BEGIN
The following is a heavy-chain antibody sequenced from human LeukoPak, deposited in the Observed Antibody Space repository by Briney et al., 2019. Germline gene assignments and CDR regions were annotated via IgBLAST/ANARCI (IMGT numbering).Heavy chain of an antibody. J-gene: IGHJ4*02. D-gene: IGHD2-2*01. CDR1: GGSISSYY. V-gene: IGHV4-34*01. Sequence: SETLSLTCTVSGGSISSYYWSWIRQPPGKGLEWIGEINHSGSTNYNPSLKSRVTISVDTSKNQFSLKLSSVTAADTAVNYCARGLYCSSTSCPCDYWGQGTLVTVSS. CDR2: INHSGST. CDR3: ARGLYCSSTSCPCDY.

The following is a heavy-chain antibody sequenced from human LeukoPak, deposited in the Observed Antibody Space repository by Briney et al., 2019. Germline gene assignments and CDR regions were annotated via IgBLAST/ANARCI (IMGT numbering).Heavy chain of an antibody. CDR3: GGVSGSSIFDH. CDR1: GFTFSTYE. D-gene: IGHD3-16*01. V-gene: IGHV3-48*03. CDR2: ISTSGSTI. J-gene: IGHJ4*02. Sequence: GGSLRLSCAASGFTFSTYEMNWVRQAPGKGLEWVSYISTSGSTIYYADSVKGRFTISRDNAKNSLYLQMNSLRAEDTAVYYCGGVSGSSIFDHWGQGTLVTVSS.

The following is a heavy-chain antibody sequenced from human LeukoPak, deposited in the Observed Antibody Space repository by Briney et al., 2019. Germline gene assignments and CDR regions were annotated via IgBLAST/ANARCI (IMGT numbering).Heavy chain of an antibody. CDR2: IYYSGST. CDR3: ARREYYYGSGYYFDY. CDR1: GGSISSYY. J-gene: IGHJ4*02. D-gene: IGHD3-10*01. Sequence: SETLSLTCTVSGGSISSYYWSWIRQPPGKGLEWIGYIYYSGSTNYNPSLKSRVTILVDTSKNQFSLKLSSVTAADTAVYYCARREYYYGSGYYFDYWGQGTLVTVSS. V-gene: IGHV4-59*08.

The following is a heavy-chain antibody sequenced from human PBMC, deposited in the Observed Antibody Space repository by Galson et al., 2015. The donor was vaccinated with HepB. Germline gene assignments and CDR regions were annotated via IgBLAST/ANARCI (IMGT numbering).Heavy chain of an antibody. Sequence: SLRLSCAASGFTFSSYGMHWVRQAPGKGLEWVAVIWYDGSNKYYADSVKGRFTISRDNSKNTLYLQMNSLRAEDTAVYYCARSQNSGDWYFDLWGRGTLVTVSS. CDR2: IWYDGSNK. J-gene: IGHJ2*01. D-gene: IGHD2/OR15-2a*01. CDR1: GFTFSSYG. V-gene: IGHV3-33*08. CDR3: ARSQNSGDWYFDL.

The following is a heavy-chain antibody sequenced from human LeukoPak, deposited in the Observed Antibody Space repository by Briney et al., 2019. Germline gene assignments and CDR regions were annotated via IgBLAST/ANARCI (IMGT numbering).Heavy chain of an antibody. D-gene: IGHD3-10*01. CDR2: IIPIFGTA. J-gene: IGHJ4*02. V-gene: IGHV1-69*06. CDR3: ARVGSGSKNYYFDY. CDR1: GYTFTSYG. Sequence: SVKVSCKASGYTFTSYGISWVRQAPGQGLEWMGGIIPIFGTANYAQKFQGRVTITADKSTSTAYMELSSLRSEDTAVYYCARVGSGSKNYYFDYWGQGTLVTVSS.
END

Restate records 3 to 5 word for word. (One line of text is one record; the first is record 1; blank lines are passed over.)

The following is a heavy-chain antibody sequenced from human LeukoPak, deposited in the Observed Antibody Space repository by Briney et al., 2019. Germline gene assignments and CDR regions were annotated via IgBLAST/ANARCI (IMGT numbering).Heavy chain of an antibody. CDR2: IYYSGST. CDR3: ARREYYYGSGYYFDY. CDR1: GGSISSYY. J-gene: IGHJ4*02. D-gene: IGHD3-10*01. Sequence: SETLSLTCTVSGGSISSYYWSWIRQPPGKGLEWIGYIYYSGSTNYNPSLKSRVTILVDTSKNQFSLKLSSVTAADTAVYYCARREYYYGSGYYFDYWGQGTLVTVSS. V-gene: IGHV4-59*08.

The following is a heavy-chain antibody sequenced from human PBMC, deposited in the Observed Antibody Space repository by Galson et al., 2015. The donor was vaccinated with HepB. Germline gene assignments and CDR regions were annotated via IgBLAST/ANARCI (IMGT numbering).Heavy chain of an antibody. Sequence: SLRLSCAASGFTFSSYGMHWVRQAPGKGLEWVAVIWYDGSNKYYADSVKGRFTISRDNSKNTLYLQMNSLRAEDTAVYYCARSQNSGDWYFDLWGRGTLVTVSS. CDR2: IWYDGSNK. J-gene: IGHJ2*01. D-gene: IGHD2/OR15-2a*01. CDR1: GFTFSSYG. V-gene: IGHV3-33*08. CDR3: ARSQNSGDWYFDL.

The following is a heavy-chain antibody sequenced from human LeukoPak, deposited in the Observed Antibody Space repository by Briney et al., 2019. Germline gene assignments and CDR regions were annotated via IgBLAST/ANARCI (IMGT numbering).Heavy chain of an antibody. D-gene: IGHD3-10*01. CDR2: IIPIFGTA. J-gene: IGHJ4*02. V-gene: IGHV1-69*06. CDR3: ARVGSGSKNYYFDY. CDR1: GYTFTSYG. Sequence: SVKVSCKASGYTFTSYGISWVRQAPGQGLEWMGGIIPIFGTANYAQKFQGRVTITADKSTSTAYMELSSLRSEDTAVYYCARVGSGSKNYYFDYWGQGTLVTVSS.